By Rabbi Shea Hecht
I recently spoke to a man from out of town who was looking for a shidduch for his son. Of course, I inquired as to what were the important qualities that his son’s prospective life-mate should have. When number one on the list was that the girl be “skinny” I wondered to myself: Is this the son’s obsession or the parents’ obsession – and have they passed this “skinny” obsession on to their daughters…?
If statistics can be believed, we have a serious problem. The American Psychiatric Association reports that up to 7% of all girls will struggle with an eating disorder in their lifetime. That means that out of my daughter’s class of thirty girls, two of them will watch their physical and mental health slip through their fingers because of a destructive relationship with food.
Eating disorders overwhelmingly afflict women and appear at adolescence. This illness takes the form of an obsession with consuming or avoiding food to extremes that devastate physical, mental and emotional health. It’s easy to dismiss an eating disorder as a meshigos, a willpower issue or what have you. The truth is that an eating disorder has the devastating ability to undermining all elements of a young woman’s life – more so, perhaps, than any other health issue.
For a young woman who is struggling with these issues, her outlook on work, school, family and her self image depends solely upon what she has or has not eaten. The notion that she could make sound decisions regarding shidduchim and marriage should be dismissed altogether. It’s not merely that the eating disorder is an ugly footnote in the story of her life. Rather, every chapter of the girl’s life is a mere footnote in a horror story where food, eating and self image are themselves matters of life and death.
While many factors contribute to the onset of an eating disorder, popular culture is certainly very influential. We are constantly bombarded with ads and messages that both overstate the importance of physical perfection and paint an unrealistic, unreachable image of “beauty”. There’s little question that a young woman’s exposure to popular and celebrity culture can strongly affect how she feels she is supposed to look, and ultimately contribute to an eating disorder.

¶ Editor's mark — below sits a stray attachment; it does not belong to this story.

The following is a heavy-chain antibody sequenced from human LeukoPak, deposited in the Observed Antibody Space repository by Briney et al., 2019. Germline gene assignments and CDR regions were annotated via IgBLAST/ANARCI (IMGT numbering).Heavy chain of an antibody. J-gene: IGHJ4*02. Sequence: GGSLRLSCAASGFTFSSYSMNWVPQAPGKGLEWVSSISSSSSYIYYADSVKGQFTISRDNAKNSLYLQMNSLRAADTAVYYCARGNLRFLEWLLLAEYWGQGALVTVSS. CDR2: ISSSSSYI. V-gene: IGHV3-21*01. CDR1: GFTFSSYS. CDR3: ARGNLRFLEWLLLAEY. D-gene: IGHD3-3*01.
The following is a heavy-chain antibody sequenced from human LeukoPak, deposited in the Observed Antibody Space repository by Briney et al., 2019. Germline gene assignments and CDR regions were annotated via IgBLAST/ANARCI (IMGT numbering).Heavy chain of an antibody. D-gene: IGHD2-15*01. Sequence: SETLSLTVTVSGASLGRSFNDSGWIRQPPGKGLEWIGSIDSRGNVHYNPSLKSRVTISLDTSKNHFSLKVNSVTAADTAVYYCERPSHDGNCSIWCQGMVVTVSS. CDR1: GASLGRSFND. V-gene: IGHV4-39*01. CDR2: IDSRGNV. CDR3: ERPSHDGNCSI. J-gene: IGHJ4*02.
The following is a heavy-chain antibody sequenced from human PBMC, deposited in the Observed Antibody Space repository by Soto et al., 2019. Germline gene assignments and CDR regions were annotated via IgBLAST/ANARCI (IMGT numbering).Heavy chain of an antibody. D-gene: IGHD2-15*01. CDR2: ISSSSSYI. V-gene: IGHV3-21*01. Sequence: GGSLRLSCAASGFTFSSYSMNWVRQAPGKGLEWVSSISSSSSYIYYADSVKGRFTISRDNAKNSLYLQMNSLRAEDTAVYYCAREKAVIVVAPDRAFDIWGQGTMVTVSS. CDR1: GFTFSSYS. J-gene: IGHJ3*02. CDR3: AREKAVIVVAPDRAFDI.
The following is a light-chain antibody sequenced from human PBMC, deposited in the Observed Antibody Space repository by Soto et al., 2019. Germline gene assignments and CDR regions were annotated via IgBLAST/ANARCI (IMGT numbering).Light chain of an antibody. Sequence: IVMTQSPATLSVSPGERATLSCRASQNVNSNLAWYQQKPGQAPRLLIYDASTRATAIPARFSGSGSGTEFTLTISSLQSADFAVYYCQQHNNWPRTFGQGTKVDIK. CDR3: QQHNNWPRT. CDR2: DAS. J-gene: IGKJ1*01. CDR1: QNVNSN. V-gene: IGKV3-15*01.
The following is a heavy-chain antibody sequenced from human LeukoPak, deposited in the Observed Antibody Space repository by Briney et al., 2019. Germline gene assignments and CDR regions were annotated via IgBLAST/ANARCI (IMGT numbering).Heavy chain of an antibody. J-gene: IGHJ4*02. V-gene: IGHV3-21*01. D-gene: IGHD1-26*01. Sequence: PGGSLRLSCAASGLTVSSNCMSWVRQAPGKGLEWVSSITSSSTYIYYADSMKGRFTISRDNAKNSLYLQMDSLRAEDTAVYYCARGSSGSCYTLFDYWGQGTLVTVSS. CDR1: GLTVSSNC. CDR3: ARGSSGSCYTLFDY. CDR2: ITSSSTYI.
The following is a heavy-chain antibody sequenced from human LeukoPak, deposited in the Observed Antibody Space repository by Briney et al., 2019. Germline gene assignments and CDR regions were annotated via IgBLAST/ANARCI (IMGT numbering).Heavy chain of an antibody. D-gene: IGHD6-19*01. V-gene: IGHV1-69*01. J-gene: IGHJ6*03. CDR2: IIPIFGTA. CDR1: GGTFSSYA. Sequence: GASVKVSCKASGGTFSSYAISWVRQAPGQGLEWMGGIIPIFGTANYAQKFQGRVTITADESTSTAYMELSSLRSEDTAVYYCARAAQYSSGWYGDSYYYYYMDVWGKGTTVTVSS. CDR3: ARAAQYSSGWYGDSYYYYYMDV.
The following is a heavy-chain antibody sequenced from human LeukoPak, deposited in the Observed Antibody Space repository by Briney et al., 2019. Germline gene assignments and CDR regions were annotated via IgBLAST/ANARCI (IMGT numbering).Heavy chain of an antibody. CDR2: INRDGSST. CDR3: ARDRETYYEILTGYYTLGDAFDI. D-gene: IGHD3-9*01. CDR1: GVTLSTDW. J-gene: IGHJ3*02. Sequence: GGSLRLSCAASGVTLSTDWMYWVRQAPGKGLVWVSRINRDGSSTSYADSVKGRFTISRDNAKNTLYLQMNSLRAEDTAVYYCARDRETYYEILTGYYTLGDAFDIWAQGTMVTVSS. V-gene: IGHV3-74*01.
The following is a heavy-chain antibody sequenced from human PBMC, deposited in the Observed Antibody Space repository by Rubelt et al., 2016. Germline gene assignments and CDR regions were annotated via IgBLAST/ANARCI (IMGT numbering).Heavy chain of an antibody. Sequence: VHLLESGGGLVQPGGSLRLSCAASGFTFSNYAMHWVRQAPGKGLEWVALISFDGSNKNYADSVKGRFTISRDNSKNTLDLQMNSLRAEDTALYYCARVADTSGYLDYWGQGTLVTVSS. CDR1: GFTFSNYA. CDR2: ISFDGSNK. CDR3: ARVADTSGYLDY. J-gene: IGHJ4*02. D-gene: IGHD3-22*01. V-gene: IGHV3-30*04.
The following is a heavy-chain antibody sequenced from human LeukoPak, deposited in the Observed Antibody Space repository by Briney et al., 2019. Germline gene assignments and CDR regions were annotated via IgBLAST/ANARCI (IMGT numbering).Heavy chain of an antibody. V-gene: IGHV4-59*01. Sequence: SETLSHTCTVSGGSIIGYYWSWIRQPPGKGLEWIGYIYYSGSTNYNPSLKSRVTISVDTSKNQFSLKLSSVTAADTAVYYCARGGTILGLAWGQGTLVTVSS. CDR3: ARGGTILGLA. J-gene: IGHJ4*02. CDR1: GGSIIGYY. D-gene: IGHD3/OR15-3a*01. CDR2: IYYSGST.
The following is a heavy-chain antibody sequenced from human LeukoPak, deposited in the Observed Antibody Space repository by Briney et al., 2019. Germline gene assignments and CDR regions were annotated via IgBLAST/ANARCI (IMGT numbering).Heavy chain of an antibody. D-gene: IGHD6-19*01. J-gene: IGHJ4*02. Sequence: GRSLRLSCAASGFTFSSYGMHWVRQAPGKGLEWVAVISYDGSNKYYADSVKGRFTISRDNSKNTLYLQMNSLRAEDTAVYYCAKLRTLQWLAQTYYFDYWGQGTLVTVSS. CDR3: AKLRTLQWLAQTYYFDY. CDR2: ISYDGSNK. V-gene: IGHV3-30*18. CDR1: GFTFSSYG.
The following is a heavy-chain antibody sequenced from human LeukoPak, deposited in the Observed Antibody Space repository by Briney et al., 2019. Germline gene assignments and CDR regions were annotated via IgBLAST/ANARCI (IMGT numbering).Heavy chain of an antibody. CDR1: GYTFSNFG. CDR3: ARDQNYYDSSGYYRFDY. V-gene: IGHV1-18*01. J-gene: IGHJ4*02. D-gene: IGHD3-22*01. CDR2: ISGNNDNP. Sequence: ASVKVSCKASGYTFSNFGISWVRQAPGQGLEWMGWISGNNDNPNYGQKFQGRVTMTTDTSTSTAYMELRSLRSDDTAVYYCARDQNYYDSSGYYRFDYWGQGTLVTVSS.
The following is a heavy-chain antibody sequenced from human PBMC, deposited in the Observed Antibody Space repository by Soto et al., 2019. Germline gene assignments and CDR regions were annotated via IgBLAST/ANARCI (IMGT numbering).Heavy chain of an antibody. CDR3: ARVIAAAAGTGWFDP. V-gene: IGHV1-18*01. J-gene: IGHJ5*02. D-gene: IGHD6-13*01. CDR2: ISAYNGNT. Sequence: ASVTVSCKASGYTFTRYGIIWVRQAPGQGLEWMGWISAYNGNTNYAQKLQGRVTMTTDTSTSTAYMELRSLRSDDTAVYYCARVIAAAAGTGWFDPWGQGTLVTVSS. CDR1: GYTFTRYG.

Even more influential: parents who are overly critical of their children and intentionally withhold affection risk their children developing overly harsh and critical view about themselves. For a young lady who is unable to devise a strategy to deal with a wounded feeling of self worth, obsessive control over her diet and personal habits make an excellent substitute.
Adding to the suffering is the invisible nature of an eating disorder. Where someone fighting an addiction or illness can find the support of their loved ones, a young woman with an eating disorder usually struggles alone. They are “masters of disguise”, meticulously hiding any sign of their behavior and suffering in extreme secrecy.
Our well-being is our only resource that ensures that we’ll be able to fight another day for what we want and need. With a healthy mind and body we can realize our potential. Without it, we are unable even to hold the good things already in our hands.
Especially today, as popular culture has infiltrated our communities, we owe it to our young women, our families and community to watch for signs of eating disorders. If we can identify the red flags in our daughters’ behavior and know where to find effective help, we can fight to keep them safe and win.